Jw – volumetric flow rate of deionized water [m3/m2·s],

v – volume of water or permeate [m3],

F – active surface area of the membrane [m2],

t – filtration time [s].

In order to determine the separation properties of membranes, the retention (R) was determined based on the reduction of the values of pollution indicators:

##### (2)
$R=(1−cpcn)⋅100%$

Where:

R – retention of the pollutants [%],

cp – concentration (indicator value) of pollutants in the permeate stream [NTU or m-1],

cn – concentration (indicator value) of pollutants in the feed [NTU or m-1].

The intensity of the reduction of the hydraulic performance of the membrane was determined by way of determination of an intermediate parameter – the relative volumetric permeate stream (α), which is the quotient of the streams determined in the course of filtration of the treated solutions and of deionized water (membrane conditioning process). This parameter is a measure of the disadvantageous phenomena accompanying membrane filtration.

##### (3)
$α=JwJv$

Where:

α - relative volumetric permeate stream, -

Jw – volumetric flow rate of deionized water [m3/m2·s],

Jv – volumetric flow rate of washings [m3/m2·s].

### 2.2. Analytical procedures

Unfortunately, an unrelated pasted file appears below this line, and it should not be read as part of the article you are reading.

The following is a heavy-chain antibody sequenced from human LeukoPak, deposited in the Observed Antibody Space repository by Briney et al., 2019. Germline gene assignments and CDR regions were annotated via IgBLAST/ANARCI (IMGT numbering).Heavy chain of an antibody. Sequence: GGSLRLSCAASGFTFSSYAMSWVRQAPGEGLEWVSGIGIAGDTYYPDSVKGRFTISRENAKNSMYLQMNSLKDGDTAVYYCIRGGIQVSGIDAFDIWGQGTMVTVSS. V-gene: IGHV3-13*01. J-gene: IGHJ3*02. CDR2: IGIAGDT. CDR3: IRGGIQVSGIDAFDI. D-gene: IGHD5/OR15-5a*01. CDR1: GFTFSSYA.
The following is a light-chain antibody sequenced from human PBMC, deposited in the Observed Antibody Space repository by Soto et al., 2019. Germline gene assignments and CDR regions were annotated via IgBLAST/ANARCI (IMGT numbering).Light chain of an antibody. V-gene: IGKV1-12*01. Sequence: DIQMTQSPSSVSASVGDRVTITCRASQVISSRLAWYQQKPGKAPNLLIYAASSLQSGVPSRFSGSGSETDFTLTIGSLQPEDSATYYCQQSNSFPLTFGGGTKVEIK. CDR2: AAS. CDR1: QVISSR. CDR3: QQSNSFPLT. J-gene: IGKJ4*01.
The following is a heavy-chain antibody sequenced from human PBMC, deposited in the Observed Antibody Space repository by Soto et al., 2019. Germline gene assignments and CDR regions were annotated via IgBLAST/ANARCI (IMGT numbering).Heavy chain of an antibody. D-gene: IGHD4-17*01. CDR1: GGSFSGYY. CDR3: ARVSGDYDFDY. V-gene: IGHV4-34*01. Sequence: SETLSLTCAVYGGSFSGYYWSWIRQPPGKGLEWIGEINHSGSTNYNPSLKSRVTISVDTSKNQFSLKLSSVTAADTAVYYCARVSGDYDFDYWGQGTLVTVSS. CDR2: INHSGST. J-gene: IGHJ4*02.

In order to evaluate the quality of the washings and of the filtrates, selected physicochemical parameters were measured. The conductivity (C) and the reaction (pH) of the samples were measured with the inoLab® 740 (WTW, (Measurement and Analytical Equipment) multi-parameter meter. Ultraviolet absorbance, at the wavelength of 254 nm, was measured using the UV VIS Cecil 1000 made by Analytik Jena AG, with the optical path length of the cuvette d equal to 1 cm. The UV254 value was determined using the measurement method presented by US EPA [9], and the final result of the analysis is presented in m-1. Ultraviolet absorbance $UV254nm1m$ is a substitute parameter for analyzing the total organic carbon (TOC) and provides information on the potential of formation of byproducts of disinfection. However, one must keep in mind that this measurement is not completely selective [10, 11]. The Hach®portable Pocket ColorimeterTM II device was used to determine the total chlorine concentration and the free chlorine concentration using the colorimetric method. Moreover, the concentration of ammoniacal nitrogen and nitrate nitrogen was measured using the photolyser 400 (Dinotec) tester. The turbidity of the samples was determined using the EUTECH Instruments TN-100 turbidimeter. The color was measured using the UV VIS Spectroquant® Pharo 300 (Merck) spectrophotometer.

### 2.3. Toxicological assessment